A consortium of players from the port of Hong Kong is looking at boosting refrigerated facilities, to gain an edge over the heavy competition from mainland China, while seeking to regain its position as the world’s busiest shipping hub.
Recently, a container of freshly harvested Chilean cherries arrived at the city’s Kwai Tsing Container Terminals, only to be distributed at wholesale markets in Guangzhou within five hours. According to Modern Terminals Limited (MTL) group managing director Horace Lo Wai-man, this was made possible after all but one of the terminal operators, banded together and coughed up a capacity of more than 7,800 refrigerated containers, twice that of rivals in southern China.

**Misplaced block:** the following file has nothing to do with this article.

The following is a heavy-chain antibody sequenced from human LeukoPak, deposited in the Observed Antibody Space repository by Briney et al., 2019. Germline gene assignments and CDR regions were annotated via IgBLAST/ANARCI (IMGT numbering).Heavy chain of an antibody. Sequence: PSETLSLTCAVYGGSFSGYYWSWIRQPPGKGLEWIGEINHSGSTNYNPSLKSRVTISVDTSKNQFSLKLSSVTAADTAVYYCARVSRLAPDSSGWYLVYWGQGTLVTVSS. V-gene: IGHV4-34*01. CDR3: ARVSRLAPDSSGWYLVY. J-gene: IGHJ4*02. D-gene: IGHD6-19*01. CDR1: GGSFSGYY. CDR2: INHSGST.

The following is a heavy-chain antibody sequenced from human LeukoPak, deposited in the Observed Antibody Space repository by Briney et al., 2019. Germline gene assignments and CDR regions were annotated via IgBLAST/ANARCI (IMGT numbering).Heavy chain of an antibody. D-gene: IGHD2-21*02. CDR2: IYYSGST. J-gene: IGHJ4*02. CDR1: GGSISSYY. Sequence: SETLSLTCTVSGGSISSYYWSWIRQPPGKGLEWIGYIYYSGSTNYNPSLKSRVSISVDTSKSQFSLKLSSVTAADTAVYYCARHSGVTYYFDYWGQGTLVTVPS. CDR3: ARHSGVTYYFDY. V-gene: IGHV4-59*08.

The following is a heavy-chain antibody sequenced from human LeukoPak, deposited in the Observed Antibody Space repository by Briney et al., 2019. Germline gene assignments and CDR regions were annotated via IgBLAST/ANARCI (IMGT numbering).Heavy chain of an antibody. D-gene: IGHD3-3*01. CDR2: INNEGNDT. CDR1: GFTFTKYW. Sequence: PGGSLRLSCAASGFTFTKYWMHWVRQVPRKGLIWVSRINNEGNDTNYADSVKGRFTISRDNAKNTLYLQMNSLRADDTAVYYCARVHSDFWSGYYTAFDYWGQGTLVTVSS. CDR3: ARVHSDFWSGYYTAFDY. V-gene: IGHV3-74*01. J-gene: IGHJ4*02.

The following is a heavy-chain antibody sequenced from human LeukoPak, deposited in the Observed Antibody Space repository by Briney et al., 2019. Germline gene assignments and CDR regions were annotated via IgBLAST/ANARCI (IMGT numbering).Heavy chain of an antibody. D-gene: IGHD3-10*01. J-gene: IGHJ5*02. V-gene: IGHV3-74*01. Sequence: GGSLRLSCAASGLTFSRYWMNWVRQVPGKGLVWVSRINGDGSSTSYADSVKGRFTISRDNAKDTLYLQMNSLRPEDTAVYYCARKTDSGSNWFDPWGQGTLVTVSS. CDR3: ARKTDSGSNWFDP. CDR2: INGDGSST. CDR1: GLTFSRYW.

“From going through customs inspection to a truck’s arrival at Guangzhou, it takes 4½ hours,” he said in an interview with the Post. “In China, it takes several hours just to clear the customs.”
The Hong Kong Seaport Alliance was not without controversy, however. Last October it addressed concerns of the city’s antitrust watchdog, the Competition Commission, by putting in place commitments to ensure a level playing field at the port.
According to scmp.com, the alliance came under investigation because MTL, Hongkong International Terminals, COSCO-HIT Terminals (Hong Kong), Asia Container Terminals jointly operate and manage their 23 berths across eight terminals at the Kwai Tsing port. The fifth operator Goodman DP World is not part of the alliance.
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